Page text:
Review by Andy Hawes for MPM
If you like your rock hard, with huge slabs of molten guitar riffing, with wailing vocals and a great balance between the modern and the classic in the production and arrangements stakes, then the news of a new Dead Daisies album is likely to whet your appetite.
Released on 30th September, Radiance, the sixth studio album from the supergroup continues the band’s themes of muscular guitar based Hard Rock songs in some style.
The band has had something of an open door policy to members over the years but the current line-up consists of guitarists David Lowy and Doug Aldrich, drummer Brian Tichy and legendary bassist/lead vocalist Glenn Hughes. Together they have created a tight and classy album that combines a wide range of classic and modern Hard Rock influences characterised by colossal guitar riffs powerful drumming, muscular soloing and Hughes’ unmistakeable vocal stylings.
There’s not a lot of subtlety about the sound on this album, but truth to tell, that’s not what this kind of music is about and Dead Daisies have the pedigree to have this kinda thing nailed! Opening with ‘Face The Fear’ and ‘Hypnotize’, the band slam the listener into submission from the off with a truly huge sound! The guitars literally roar out of the speakers on both tracks with the sort of simple yet oh-so-effective riff that AC/DC might use, but with twice the megawattage!
It’s also abundantly clear that Glenn Hughes has lost none of his vocal prowess over the many years of his illustrious career. Here, as with all tracks on the album, he provides a powerful and emotive performance without going too far over the top.
His commanding vocal stretches its range and completely owns the subtle and simple hooklines on two huge mid-tempo slabs of Hard Rock delight, the latter utilising superb dynamics in both vocal and guitar to accentuate the shifts from verse to chorus and back again with an almost hypnotic combination of chorus riff and vocal melody to accentuate the song’s title.
‘Shine On’ ups the tempo with a chugging steam-train of a riff that bulldozes its way out of the speakers before a clever half-time chorus shift and clever riff showcase the oh so simple hook.
Title track, ‘Radiance’ has a slow, sludgy down-tuned riff that grooves beautifully against Tichy’s powerful yet spacious drumming. The vocal here really is classic Hughes, navigating lower and upper register with ease against the doomy-laden minor key riffery which is almost reminiscent of Dio-era Sabbath in both tone and style.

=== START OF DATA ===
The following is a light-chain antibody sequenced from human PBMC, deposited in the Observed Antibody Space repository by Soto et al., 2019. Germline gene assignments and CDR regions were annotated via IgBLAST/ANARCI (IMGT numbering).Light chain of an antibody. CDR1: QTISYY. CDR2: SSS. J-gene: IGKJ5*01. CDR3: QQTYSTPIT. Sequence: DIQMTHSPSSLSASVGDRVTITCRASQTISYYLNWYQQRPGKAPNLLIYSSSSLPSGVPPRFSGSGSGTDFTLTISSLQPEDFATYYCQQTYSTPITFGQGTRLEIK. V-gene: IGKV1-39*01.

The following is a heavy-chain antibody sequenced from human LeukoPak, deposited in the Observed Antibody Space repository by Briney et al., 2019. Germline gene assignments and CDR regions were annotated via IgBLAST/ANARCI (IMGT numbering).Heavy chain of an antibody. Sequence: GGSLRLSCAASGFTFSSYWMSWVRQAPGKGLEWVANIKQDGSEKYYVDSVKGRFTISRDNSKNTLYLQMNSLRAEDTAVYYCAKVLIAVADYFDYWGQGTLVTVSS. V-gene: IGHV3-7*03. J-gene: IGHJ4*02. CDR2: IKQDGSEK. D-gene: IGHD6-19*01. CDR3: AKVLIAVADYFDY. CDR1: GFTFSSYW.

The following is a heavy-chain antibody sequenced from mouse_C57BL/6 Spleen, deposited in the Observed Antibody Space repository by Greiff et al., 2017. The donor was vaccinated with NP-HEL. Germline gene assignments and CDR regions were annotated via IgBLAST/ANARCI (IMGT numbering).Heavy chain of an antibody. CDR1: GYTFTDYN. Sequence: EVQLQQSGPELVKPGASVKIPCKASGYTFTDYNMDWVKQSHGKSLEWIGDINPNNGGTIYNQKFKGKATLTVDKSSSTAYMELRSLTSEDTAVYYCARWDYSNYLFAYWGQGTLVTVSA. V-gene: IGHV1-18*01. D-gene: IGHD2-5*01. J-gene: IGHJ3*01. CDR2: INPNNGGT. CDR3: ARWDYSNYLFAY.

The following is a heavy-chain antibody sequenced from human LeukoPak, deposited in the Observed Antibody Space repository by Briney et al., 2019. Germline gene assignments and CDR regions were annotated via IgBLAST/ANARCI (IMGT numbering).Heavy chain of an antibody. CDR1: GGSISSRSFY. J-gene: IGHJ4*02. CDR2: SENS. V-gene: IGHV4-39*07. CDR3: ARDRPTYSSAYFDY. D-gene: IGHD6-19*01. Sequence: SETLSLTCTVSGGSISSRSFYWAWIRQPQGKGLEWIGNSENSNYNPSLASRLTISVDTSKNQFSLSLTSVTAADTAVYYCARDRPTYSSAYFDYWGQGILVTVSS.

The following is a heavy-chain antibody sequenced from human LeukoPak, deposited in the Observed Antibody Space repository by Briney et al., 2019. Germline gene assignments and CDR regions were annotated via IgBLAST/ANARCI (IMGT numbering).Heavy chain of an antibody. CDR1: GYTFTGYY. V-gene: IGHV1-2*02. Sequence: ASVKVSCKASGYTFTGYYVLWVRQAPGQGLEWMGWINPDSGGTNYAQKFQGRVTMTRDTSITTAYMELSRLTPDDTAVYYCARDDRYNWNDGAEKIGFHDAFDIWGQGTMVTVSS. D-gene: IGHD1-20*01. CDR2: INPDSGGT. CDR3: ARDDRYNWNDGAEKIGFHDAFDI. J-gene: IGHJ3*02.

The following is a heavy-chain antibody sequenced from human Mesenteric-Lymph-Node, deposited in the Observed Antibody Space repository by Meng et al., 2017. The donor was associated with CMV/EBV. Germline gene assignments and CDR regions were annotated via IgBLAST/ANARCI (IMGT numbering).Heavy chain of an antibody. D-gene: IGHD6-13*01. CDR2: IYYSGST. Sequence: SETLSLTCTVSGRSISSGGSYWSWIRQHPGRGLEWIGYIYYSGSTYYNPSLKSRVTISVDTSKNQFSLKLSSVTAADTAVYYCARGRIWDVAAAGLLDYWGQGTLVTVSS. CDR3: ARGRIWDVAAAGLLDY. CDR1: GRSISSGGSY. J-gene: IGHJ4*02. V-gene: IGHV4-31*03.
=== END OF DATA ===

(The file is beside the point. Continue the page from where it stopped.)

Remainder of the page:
The tempo rises for the awesome ‘Born to Fly’ which has multiple layers of massive guitar chording providing a solid bedrock for Hughes’ ever classy vocals.
The chorus on this one is pure gold – more melodic than anything we’ve heard so far, the guitar layers orchestrating beautifully beneath the soaring melodies. A standout track for sure!
A Peter Frampton/Richie Sambora-esque talkbox intro heralds the mid-paced majesty of ‘Kiss The Sun’ which pummels the listener with a truly filthy riff and which features Aldrich at his melodic shredding best before the highly dynamic ‘Courageous’ which features a range of styles from huge almost Southern Rock riffing a la Black Stone Cherry to a hugely melodic chorus and staccato breakdown before Aldrich lets fly with another classy solo. The groove on this one is irresistible as it hurtles to its glorious climax.
The doomy, sludgy down-tuned minor key riffing returns big-time on the mid-paced ‘Cascade’ but just when you think you’re in Sabbath territory again, it opens up with a classic Hard Rock chorus with Hughes’ mighty wail driving the melodies home before Aldrich’s monstrous solo.
‘Not Human’ continues the modern Hard Rock themes with more hugely down-tuned guitars but this time on a more up-tempo and more melodic rocker. Coming on like a runaway freight train, there is an unstoppable groove to this one and the guitar arrangement is just perfect. If this doesn’t get your feet tapping or head nodding, you’re probably clinically dead! Brilliant stuff!
The Dead Daisies are really on a roll now and album closer ‘Roll On’ does just that. Opening with chiming guitar and Hughes’ vocal, it settles into a spacious groove-laden monster. It’s the lightest track on the album and works brilliantly, showing another side to the Daisies’ sound.
Delicate keyboard orchestration accentuates the space in the production and really showcases Hughes’ vocal. I wasn’t expecting that the first time I played the album through, but after repeated listens, the more open, light and spacious production and arrangement reveal a fabulous song!
The Dead Daisies have hit paydirt once again with Radiance. It has the perfect combination of modern and classic Hard Rock stylings and as such should have massive appeal across the Hard Rock fanbase out there. The song-writing is very solid and the production is colossal. The guitars in particular sound as if they are being played through a veritable mountain range of speakers.
The only tiny criticism I have is that, at times, the sheer magnitude of the guitar sound does leave Hughes’ vocal a little buried in the mix. On first listen, I really noticed it, but repeated listens have convinced me that it’s a very minor niggle and nothing more and may be at least partly down to me listening for review purposes on my Mac-book rather than on a kick-ass stereo.
Powerful, groove-laden, hard-hitting and heavy, Radiance hits the spot big time! Whether you like the modern or classic Hard Rock sound, check this album out when it’s released in September. You’ll be very glad you did!
Pre Order your copy here:
ROCK IS INDEED ALIVE AND WELL!
Face Your Fear
Born To Fly
Kiss The Sun